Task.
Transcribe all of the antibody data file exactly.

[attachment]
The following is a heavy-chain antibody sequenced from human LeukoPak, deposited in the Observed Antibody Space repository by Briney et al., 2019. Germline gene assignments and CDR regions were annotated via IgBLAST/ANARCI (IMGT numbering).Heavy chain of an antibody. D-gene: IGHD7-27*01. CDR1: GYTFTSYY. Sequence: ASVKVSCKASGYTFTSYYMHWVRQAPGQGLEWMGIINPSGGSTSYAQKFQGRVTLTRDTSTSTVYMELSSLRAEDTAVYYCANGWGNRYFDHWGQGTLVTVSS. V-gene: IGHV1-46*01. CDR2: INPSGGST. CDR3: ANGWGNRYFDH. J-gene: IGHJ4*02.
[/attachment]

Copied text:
The following is a heavy-chain antibody sequenced from human LeukoPak, deposited in the Observed Antibody Space repository by Briney et al., 2019. Germline gene assignments and CDR regions were annotated via IgBLAST/ANARCI (IMGT numbering).Heavy chain of an antibody. D-gene: IGHD7-27*01. CDR1: GYTFTSYY. Sequence: ASVKVSCKASGYTFTSYYMHWVRQAPGQGLEWMGIINPSGGSTSYAQKFQGRVTLTRDTSTSTVYMELSSLRAEDTAVYYCANGWGNRYFDHWGQGTLVTVSS. V-gene: IGHV1-46*01. CDR2: INPSGGST. CDR3: ANGWGNRYFDH. J-gene: IGHJ4*02.